“The current COVID-19 pandemic is taking healthcare hostage,” says a new article in Nature Medicine on ‘Caring for patients with cancer in the COVID-19 era.’ The list of 21 authors from across Europe includes top researchers and clinicians, among them EACR Board Member Carlos Caldas.
The article explores the challenges faced by oncologists and the care they provide in the face of the global pandemic to avoid “compromising cancer outcomes”. The authors draw upon the experiences of the 7 comprehensive centres of Cancer Core Europe (CCE) and how they have reacted and reorganised in order to “pandemic proof” their systems.
Restructuring cancer care during the pandemic
The article describes how the seven comprehensive cancer centres in CCE have taken steps to preserve high standards of care for patients with cancer while battling shortages in personal protective equipment, beds, personnel and more. Each institute attempted to keep the number of COVID-19 cases low, acknowledging that it was not possible to fully keep the virus out of their respective clinics.
Supporting care-givers and facilities
There is a strong need to support the personnel and the facilities they use. This is to ensure “continuity of cancer care” both during the pandemic and most probably afterwards too. By protecting all levels of cancer care-givers and the facilities used as well as providing capacity for COVID-19 treatment, this will ensure that cancer patients receive quality treatment with as little risk as possible. It will also ensure that the amount of facilities to treat COVID-19 patients are temporarily increased to relieve pressure on health systems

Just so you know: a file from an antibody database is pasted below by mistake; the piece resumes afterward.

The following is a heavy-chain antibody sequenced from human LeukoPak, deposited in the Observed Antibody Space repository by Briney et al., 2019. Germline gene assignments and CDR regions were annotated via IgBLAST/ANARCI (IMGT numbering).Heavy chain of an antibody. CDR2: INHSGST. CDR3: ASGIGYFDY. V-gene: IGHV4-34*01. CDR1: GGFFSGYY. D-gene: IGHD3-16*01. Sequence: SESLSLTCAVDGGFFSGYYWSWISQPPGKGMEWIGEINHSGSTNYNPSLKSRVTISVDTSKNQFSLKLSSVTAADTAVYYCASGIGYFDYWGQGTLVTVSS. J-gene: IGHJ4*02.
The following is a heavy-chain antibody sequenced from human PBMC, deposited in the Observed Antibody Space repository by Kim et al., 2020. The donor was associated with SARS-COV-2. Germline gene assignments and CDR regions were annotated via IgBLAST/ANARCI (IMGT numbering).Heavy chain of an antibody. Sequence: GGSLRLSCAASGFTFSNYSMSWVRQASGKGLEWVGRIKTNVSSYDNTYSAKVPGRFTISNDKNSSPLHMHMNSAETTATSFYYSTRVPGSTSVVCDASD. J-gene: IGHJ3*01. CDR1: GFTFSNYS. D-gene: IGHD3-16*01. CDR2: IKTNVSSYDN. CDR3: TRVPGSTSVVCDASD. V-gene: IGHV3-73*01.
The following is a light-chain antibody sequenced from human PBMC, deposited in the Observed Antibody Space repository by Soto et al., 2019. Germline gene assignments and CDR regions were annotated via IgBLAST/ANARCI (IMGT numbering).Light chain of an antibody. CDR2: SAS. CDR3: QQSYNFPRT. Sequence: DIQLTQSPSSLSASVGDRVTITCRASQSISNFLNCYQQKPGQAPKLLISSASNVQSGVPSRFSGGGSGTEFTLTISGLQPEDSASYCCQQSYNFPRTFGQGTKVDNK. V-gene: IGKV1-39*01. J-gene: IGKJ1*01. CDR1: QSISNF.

Research & the future
One big commonality amongst each of the centres is the “lockdown” of research labs/facilities and asking researchers to work from home to reduce the possible spread of the virus and to ease social distancing in critical areas. This has also seen many researchers return to the front line of healthcare to ease the burden on many critical systems.
“The current crisis will have major ramifications for the progress of cancer research. However, public-health measures in place to curtail the COVID-19 pandemic must be prioritized at present, and the damage to scientific enterprise will be repairable in time if safeguards and resources are put in place.”
The article also identifies four critical research priorities ‘to mitigate the impact of COVID-19 in the care of patients with cancer’. These revolve around determining the effect of COVID-19 on patients’ outcomes, and also the effect of altered treatment regimes due to healthcare restrictions and limitations.
While there are still many unknowns as we progress through the COVID-19 pandemic, there are lessons to be learned from the reactions of institutions like those in the article which could help shape the future of cancer care.